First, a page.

pwd – Unix Password Database¶
|Purpose:||Read user data from Unix password database.|
|Available In:||1.4 and later|
The pwd module can be used to read user information from the Unix password database (usually /etc/passwd). The read-only interface returns tuple-like objects with named attributes for the standard fields of a password record.
|0||pw_name||The user’s login name|
|1||pw_passwd||Encrypted password (optional)|
|2||pw_uid||User id (integer)|
|3||pw_gid||Group id (integer)|
|6||pw_shell||Application started on login, usually a command interpreter|
Querying All Users¶
Suppose you need to print a report of all of the “real” users on a system, including their home directories (for our purposes, “real” is defined as having a name not starting with “_”). To load the entire password database, you would use getpwall(). The return value is a list with an undefined order, so you will need to sort it before printing the report.
import pwd import operator # Load all of the user data, sorted by username all_user_data = pwd.getpwall() interesting_users = sorted((u for u in all_user_data if not u.pw_name.startswith('_')), key=operator.attrgetter('pw_name')) # Find the longest lengths for a few fields username_length = max(len(u.pw_name) for u in interesting_users) + 1 home_length = max(len(u.pw_dir) for u in interesting_users) + 1 # Print report headers fmt = '%-*s %4s %-*s %s' print fmt % (username_length, 'User', 'UID', home_length, 'Home Dir', 'Description') print '-' * username_length, '----', '-' * home_length, '-' * 30 # Print the data for u in interesting_users: print fmt % (username_length, u.pw_name, u.pw_uid, home_length, u.pw_dir, u.pw_gecos)
Most of the example code above deals with formatting the results nicely. The for loop at the end shows how to access fields from the records by name.
$ python pwd_getpwall.py User UID Home Dir Description ---------- ---- ------------------------ ------------------------------ daemon 1 /var/root System Services daemon 1 /var/root System Services dhellmann 527 /Users/dhellmann Doug Hellmann nobody 4294967294 /var/empty Unprivileged User nobody 4294967294 /var/empty Unprivileged User postgres 528 /Library/PostgreSQL/9.0 PostgreSQL root 0 /var/root System Administrator root 0 /var/root System Administrator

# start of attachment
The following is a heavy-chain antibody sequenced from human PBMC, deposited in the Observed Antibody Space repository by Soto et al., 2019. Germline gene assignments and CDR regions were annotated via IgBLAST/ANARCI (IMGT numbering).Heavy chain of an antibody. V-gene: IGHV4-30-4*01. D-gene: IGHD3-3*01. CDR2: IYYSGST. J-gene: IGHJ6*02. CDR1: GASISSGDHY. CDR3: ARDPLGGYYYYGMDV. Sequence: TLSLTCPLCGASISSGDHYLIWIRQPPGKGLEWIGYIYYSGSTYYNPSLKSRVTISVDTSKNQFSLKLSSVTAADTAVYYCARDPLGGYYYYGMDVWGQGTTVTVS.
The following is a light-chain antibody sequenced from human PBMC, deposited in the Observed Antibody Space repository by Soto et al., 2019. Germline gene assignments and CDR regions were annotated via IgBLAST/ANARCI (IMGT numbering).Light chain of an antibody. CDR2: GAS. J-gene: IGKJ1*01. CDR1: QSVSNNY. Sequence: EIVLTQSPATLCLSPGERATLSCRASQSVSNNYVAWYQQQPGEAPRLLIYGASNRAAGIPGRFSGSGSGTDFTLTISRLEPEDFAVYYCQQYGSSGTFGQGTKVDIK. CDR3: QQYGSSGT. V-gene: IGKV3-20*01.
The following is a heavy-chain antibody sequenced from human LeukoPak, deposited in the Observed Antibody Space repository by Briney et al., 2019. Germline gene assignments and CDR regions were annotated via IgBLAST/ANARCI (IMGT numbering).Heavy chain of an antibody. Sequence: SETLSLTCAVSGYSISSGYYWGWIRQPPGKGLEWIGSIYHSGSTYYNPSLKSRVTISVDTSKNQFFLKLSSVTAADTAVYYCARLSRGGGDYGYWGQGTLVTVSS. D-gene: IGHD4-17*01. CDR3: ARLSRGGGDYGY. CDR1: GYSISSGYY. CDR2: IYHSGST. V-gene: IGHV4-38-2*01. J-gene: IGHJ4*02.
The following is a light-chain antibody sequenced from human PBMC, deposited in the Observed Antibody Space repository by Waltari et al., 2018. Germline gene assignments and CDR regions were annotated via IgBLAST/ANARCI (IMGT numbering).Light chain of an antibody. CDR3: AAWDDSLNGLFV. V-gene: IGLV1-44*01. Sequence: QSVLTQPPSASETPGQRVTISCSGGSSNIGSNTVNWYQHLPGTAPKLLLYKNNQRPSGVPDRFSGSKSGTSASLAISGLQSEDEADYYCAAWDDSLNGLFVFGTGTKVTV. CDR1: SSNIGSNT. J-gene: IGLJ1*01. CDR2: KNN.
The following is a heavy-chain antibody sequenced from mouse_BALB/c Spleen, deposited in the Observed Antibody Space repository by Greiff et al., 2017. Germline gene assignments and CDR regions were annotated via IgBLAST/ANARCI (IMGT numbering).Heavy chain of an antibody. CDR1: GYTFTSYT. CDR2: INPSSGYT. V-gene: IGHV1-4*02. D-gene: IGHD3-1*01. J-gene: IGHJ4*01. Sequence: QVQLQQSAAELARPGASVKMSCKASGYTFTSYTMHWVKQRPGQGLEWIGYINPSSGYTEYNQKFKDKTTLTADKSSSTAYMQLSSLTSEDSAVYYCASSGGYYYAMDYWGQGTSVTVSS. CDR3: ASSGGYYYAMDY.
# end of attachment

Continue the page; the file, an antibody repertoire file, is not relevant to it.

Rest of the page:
Querying User By Name¶
If you need information about one user, it is not necessary to read the entire password database. Using getpwnam(), you can retrieve the information about a user by name.
import pwd import sys username = sys.argv user_info = pwd.getpwnam(username) print 'Username:', user_info.pw_name print 'Password:', user_info.pw_passwd print 'Comment :', user_info.pw_gecos print 'UID/GID :', user_info.pw_uid, '/', user_info.pw_gid print 'Home :', user_info.pw_dir print 'Shell :', user_info.pw_shell
The passwords on my system are stored outside of the main user database in a shadow file, so the password field, when set, is reported as all *.
$ python pwd_getpwnam.py dhellmann Username: dhellmann Password: ******** Comment : Doug Hellmann UID/GID : 527 / 501 Home : /Users/dhellmann Shell : /bin/bash $ python pwd_getpwnam.py nobody Username: nobody Password: * Comment : Unprivileged User UID/GID : 4294967294 / 4294967294 Home : /var/empty Shell : /usr/bin/false
Querying User By UID¶
It is also possible to look up a user by their numerical user id. This is useful to find the owner of a file:
import pwd import os import sys filename = 'pwd_getpwuid_fileowner.py' stat_info = os.stat(filename) owner = pwd.getpwuid(stat_info.st_uid).pw_name print '%s is owned by %s (%s)' % (filename, owner, stat_info.st_uid)
$ python pwd_getpwuid_fileowner.py pwd_getpwuid_fileowner.py is owned by dhellmann (527)
The numeric user id is can also be used to find information about the user currently running a process:
import pwd import os uid = os.getuid() user_info = pwd.getpwuid(uid) print 'Currently running with UID=%s username=%s' % (uid, user_info.pw_name)
$ python pwd_getpwuid_process.py Currently running with UID=527 username=dhellmann